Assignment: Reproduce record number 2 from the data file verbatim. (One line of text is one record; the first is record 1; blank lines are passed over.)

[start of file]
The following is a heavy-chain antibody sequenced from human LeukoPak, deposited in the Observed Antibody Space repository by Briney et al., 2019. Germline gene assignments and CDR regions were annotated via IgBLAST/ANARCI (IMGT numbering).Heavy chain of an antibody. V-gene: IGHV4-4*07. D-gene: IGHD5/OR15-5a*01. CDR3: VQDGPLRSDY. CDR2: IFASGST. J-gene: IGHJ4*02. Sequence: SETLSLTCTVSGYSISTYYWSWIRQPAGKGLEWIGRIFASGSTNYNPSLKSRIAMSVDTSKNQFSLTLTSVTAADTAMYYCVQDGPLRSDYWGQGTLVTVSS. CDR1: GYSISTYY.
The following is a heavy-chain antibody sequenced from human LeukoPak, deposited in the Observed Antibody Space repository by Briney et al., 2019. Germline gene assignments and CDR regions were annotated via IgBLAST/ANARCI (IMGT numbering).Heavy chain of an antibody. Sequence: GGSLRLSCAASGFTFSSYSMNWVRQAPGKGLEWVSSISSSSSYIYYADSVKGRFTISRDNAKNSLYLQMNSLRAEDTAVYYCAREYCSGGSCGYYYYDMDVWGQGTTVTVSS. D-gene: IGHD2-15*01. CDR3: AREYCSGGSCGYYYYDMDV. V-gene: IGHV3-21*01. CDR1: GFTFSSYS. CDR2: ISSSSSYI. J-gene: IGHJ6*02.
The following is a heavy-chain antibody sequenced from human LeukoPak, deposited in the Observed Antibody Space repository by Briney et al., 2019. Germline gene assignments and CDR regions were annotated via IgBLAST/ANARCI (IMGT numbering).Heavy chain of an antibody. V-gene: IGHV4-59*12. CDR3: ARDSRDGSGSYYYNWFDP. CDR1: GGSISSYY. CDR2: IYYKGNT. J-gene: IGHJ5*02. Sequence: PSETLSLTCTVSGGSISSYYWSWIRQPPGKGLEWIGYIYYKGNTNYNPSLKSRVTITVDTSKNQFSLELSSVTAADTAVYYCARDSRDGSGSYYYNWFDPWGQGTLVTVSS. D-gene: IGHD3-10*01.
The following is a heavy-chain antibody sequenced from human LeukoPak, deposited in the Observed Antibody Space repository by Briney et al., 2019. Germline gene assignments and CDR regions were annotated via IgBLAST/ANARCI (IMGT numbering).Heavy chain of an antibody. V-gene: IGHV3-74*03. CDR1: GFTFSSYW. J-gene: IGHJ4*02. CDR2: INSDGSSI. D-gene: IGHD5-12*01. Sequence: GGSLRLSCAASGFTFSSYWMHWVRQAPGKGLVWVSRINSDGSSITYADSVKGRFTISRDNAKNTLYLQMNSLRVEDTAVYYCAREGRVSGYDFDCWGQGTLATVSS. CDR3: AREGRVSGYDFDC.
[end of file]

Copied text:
The following is a heavy-chain antibody sequenced from human LeukoPak, deposited in the Observed Antibody Space repository by Briney et al., 2019. Germline gene assignments and CDR regions were annotated via IgBLAST/ANARCI (IMGT numbering).Heavy chain of an antibody. Sequence: GGSLRLSCAASGFTFSSYSMNWVRQAPGKGLEWVSSISSSSSYIYYADSVKGRFTISRDNAKNSLYLQMNSLRAEDTAVYYCAREYCSGGSCGYYYYDMDVWGQGTTVTVSS. D-gene: IGHD2-15*01. CDR3: AREYCSGGSCGYYYYDMDV. V-gene: IGHV3-21*01. CDR1: GFTFSSYS. CDR2: ISSSSSYI. J-gene: IGHJ6*02.